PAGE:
Trump paints a bleak picture of the world in Warsaw, wondering whether the West ‘has the will to survive’

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Donald Trump speaks in Warsaw on Thursday.
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Kacper Pempel/Reuters

President Donald Trump used his speech in Warsaw, Poland on Thursday to lay out his vision of the ongoing struggle to protect Western civilization and its values “at any cost.”

Speaking to an enthusiastic crowd, many of them bused in from Poland’s more conservative countryside, the president lauded the Polish people’s history of rejecting fascism and communism while speaking in Krasinski Square, which contains a memorial to the 1944 Warsaw Uprising against the Nazis.

“I am here today not just to visit an old ally, but to hold it up as an example for others who seek freedom and who wish to summon the courage and the will to defend our civilization,” Trump said.

The president seemed to apply his “America First” framework to the larger Western world, arguing that the West must protect its borders and reassert its values “at any cost.”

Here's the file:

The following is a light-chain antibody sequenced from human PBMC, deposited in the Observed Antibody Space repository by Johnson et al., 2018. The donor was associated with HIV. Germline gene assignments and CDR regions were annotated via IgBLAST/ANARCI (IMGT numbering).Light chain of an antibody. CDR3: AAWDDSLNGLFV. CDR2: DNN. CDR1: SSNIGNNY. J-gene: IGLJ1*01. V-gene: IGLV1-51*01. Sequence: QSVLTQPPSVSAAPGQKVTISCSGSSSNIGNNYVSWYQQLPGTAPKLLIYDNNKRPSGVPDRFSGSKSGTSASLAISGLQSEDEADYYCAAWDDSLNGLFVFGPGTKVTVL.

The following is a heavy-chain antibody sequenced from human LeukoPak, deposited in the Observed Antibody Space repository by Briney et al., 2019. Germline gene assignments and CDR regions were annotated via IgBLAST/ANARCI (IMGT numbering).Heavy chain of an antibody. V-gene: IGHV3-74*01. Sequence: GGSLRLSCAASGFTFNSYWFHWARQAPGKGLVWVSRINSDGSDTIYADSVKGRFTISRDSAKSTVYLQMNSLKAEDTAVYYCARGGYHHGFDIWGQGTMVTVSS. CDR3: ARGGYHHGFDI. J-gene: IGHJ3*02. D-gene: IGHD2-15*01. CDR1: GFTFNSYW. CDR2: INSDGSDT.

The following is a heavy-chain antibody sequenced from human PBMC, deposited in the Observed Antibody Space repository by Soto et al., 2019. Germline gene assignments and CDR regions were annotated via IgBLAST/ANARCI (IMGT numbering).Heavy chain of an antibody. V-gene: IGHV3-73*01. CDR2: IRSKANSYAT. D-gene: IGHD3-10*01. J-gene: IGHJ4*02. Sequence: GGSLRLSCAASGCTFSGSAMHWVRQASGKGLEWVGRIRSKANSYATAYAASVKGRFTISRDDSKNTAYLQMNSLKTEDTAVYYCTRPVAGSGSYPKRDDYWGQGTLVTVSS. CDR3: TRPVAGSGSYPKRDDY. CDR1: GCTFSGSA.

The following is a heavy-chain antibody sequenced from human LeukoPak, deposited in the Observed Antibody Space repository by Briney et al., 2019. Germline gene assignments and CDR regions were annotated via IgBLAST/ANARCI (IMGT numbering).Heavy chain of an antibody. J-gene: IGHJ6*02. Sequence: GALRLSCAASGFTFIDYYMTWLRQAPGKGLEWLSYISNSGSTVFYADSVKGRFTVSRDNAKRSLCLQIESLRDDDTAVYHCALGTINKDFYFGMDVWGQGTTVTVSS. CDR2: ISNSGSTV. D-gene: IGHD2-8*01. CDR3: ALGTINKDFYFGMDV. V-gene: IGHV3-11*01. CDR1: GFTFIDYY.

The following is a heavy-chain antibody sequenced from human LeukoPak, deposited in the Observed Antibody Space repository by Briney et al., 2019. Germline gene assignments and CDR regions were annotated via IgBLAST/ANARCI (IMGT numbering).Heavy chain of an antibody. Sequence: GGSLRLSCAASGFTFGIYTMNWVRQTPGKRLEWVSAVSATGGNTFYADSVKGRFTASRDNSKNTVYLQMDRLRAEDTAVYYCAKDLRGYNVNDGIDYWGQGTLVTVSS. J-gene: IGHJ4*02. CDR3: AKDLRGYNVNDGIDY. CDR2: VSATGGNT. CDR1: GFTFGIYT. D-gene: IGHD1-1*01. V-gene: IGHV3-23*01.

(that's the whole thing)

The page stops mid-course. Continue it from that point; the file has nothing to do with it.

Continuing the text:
Trump noted that “as the Polish experience reminds us, the defense of the West ultimately rests not only on means but also on the will of its people to prevail and be successful and get what you have to have.”

“The fundamental question of our time is whether the West has the will to survive,” Trump continued. “Do we have the confidence in our values to defend them at any cost? Do we have enough respect for our citizens to protect our borders? Do we have the desire and the courage to preserve our civilization in the face of those who would subvert and destroy it?”

Trump also turned his criticism toward “the steady creep of government bureaucracy that drains the vitality and wealth of the people,” but has not been critical of Poland’s current government, run by a conservative nationalist party, which has been accused by human rights advocates for being hostile to democratic ideals.

An administration official who briefed reporters ahead of the speech said the “core theme” was a “defense of Western civilization,” according to a pool report.

“The speech is very philosophical,” the official said. “It obviously deals with the current events of the day.”

Trump’s language echoed the bleak picture of “American carnage” he painted in his inauguration speech, in which he described urban communities ravaged by poverty and violence and “rusted-out factories scattered like tombstones” across rural America.

“We’ve defended other nation’s borders while refusing to defend our own,” Trump said in January, adding, “We will seek friendship and goodwill with the nations of the world – but we do so with the understanding that it is the right of all nations to put their own interests first.”